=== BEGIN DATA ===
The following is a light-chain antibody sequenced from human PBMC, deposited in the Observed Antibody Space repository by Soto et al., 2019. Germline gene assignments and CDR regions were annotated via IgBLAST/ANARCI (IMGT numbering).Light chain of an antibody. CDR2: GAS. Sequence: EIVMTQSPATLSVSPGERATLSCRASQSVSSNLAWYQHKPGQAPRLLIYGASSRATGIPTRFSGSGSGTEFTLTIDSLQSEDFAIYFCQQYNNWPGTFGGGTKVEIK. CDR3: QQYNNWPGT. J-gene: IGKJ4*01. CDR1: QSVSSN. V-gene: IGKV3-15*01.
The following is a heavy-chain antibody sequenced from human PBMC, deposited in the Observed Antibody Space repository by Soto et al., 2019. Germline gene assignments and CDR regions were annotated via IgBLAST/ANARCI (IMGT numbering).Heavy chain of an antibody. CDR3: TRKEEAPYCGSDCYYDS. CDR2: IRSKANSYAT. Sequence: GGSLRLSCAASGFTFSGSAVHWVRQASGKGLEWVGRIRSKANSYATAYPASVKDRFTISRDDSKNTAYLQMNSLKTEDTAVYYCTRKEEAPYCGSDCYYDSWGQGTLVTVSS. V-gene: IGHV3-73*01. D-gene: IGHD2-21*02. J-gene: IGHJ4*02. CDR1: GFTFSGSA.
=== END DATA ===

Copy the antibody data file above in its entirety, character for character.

The following is a light-chain antibody sequenced from human PBMC, deposited in the Observed Antibody Space repository by Soto et al., 2019. Germline gene assignments and CDR regions were annotated via IgBLAST/ANARCI (IMGT numbering).Light chain of an antibody. CDR2: GAS. Sequence: EIVMTQSPATLSVSPGERATLSCRASQSVSSNLAWYQHKPGQAPRLLIYGASSRATGIPTRFSGSGSGTEFTLTIDSLQSEDFAIYFCQQYNNWPGTFGGGTKVEIK. CDR3: QQYNNWPGT. J-gene: IGKJ4*01. CDR1: QSVSSN. V-gene: IGKV3-15*01.
The following is a heavy-chain antibody sequenced from human PBMC, deposited in the Observed Antibody Space repository by Soto et al., 2019. Germline gene assignments and CDR regions were annotated via IgBLAST/ANARCI (IMGT numbering).Heavy chain of an antibody. CDR3: TRKEEAPYCGSDCYYDS. CDR2: IRSKANSYAT. Sequence: GGSLRLSCAASGFTFSGSAVHWVRQASGKGLEWVGRIRSKANSYATAYPASVKDRFTISRDDSKNTAYLQMNSLKTEDTAVYYCTRKEEAPYCGSDCYYDSWGQGTLVTVSS. V-gene: IGHV3-73*01. D-gene: IGHD2-21*02. J-gene: IGHJ4*02. CDR1: GFTFSGSA.